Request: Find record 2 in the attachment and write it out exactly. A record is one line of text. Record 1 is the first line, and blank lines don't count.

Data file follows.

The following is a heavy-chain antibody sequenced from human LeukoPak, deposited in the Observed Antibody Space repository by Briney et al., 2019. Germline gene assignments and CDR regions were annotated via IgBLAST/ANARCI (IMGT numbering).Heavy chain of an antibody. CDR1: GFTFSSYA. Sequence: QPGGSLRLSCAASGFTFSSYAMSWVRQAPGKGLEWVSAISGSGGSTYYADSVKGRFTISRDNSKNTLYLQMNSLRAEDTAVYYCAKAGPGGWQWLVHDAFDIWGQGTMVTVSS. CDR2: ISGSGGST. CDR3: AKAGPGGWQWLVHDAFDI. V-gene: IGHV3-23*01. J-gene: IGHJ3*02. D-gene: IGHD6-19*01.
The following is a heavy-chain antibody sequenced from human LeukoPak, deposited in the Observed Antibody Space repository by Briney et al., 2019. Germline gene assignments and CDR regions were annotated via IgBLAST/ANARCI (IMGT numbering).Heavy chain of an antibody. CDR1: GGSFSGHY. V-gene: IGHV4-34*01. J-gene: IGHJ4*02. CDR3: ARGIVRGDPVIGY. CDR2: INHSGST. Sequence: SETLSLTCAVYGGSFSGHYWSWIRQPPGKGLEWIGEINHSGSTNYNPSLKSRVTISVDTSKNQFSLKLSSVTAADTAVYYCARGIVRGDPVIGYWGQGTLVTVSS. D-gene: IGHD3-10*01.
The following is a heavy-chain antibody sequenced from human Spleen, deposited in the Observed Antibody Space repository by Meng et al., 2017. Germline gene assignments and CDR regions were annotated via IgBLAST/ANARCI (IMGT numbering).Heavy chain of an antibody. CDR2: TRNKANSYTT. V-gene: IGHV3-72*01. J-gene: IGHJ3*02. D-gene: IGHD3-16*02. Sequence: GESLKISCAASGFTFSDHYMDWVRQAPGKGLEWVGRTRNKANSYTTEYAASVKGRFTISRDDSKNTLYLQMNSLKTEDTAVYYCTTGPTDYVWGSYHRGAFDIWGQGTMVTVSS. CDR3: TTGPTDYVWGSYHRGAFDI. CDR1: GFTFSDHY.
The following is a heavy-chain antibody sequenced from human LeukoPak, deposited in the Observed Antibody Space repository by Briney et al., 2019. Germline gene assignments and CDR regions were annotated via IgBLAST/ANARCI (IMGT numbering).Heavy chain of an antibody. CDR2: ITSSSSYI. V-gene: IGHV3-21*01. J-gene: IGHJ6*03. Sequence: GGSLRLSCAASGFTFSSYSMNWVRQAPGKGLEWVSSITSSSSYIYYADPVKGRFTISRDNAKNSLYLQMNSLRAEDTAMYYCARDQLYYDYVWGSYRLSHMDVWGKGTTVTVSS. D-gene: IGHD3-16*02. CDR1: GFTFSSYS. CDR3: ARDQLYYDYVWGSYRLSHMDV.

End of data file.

The following is a heavy-chain antibody sequenced from human LeukoPak, deposited in the Observed Antibody Space repository by Briney et al., 2019. Germline gene assignments and CDR regions were annotated via IgBLAST/ANARCI (IMGT numbering).Heavy chain of an antibody. CDR1: GGSFSGHY. V-gene: IGHV4-34*01. J-gene: IGHJ4*02. CDR3: ARGIVRGDPVIGY. CDR2: INHSGST. Sequence: SETLSLTCAVYGGSFSGHYWSWIRQPPGKGLEWIGEINHSGSTNYNPSLKSRVTISVDTSKNQFSLKLSSVTAADTAVYYCARGIVRGDPVIGYWGQGTLVTVSS. D-gene: IGHD3-10*01.